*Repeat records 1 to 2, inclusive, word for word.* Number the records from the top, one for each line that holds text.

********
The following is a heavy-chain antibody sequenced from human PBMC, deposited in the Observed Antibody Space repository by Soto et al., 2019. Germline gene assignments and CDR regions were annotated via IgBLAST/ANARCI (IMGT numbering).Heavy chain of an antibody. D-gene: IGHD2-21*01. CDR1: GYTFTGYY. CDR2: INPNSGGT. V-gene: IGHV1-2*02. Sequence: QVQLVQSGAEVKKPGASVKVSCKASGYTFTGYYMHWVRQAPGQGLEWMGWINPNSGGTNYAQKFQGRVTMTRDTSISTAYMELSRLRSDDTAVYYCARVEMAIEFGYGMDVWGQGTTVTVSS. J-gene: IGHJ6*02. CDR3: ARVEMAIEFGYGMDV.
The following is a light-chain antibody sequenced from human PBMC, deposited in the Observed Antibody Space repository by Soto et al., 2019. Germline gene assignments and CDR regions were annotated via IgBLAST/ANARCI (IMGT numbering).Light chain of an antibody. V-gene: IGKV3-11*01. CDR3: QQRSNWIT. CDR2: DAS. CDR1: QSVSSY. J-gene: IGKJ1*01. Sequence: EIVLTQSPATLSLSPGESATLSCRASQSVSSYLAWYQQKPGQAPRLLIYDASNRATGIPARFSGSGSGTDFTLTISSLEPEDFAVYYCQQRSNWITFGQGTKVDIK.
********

The following is a heavy-chain antibody sequenced from human PBMC, deposited in the Observed Antibody Space repository by Soto et al., 2019. Germline gene assignments and CDR regions were annotated via IgBLAST/ANARCI (IMGT numbering).Heavy chain of an antibody. D-gene: IGHD2-21*01. CDR1: GYTFTGYY. CDR2: INPNSGGT. V-gene: IGHV1-2*02. Sequence: QVQLVQSGAEVKKPGASVKVSCKASGYTFTGYYMHWVRQAPGQGLEWMGWINPNSGGTNYAQKFQGRVTMTRDTSISTAYMELSRLRSDDTAVYYCARVEMAIEFGYGMDVWGQGTTVTVSS. J-gene: IGHJ6*02. CDR3: ARVEMAIEFGYGMDV.
The following is a light-chain antibody sequenced from human PBMC, deposited in the Observed Antibody Space repository by Soto et al., 2019. Germline gene assignments and CDR regions were annotated via IgBLAST/ANARCI (IMGT numbering).Light chain of an antibody. V-gene: IGKV3-11*01. CDR3: QQRSNWIT. CDR2: DAS. CDR1: QSVSSY. J-gene: IGKJ1*01. Sequence: EIVLTQSPATLSLSPGESATLSCRASQSVSSYLAWYQQKPGQAPRLLIYDASNRATGIPARFSGSGSGTDFTLTISSLEPEDFAVYYCQQRSNWITFGQGTKVDIK.